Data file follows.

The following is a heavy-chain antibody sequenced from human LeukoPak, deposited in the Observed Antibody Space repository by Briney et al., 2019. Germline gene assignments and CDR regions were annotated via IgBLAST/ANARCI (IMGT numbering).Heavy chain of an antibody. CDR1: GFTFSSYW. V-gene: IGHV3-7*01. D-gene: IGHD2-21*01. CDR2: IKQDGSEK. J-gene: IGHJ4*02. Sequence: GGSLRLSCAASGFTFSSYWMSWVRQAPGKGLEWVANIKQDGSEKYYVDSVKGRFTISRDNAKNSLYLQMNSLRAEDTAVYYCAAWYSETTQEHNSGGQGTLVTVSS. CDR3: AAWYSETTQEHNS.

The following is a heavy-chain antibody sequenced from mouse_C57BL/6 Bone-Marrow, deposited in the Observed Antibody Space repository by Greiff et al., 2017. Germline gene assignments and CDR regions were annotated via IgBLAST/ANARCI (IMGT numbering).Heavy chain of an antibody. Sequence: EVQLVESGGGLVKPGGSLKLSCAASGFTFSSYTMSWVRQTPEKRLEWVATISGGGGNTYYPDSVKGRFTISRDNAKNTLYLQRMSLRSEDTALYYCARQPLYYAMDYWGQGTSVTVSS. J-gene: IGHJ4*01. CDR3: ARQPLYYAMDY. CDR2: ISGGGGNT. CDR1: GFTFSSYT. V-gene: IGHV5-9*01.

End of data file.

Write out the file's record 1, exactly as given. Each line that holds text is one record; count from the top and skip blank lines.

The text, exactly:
The following is a heavy-chain antibody sequenced from human LeukoPak, deposited in the Observed Antibody Space repository by Briney et al., 2019. Germline gene assignments and CDR regions were annotated via IgBLAST/ANARCI (IMGT numbering).Heavy chain of an antibody. CDR1: GFTFSSYW. V-gene: IGHV3-7*01. D-gene: IGHD2-21*01. CDR2: IKQDGSEK. J-gene: IGHJ4*02. Sequence: GGSLRLSCAASGFTFSSYWMSWVRQAPGKGLEWVANIKQDGSEKYYVDSVKGRFTISRDNAKNSLYLQMNSLRAEDTAVYYCAAWYSETTQEHNSGGQGTLVTVSS. CDR3: AAWYSETTQEHNS.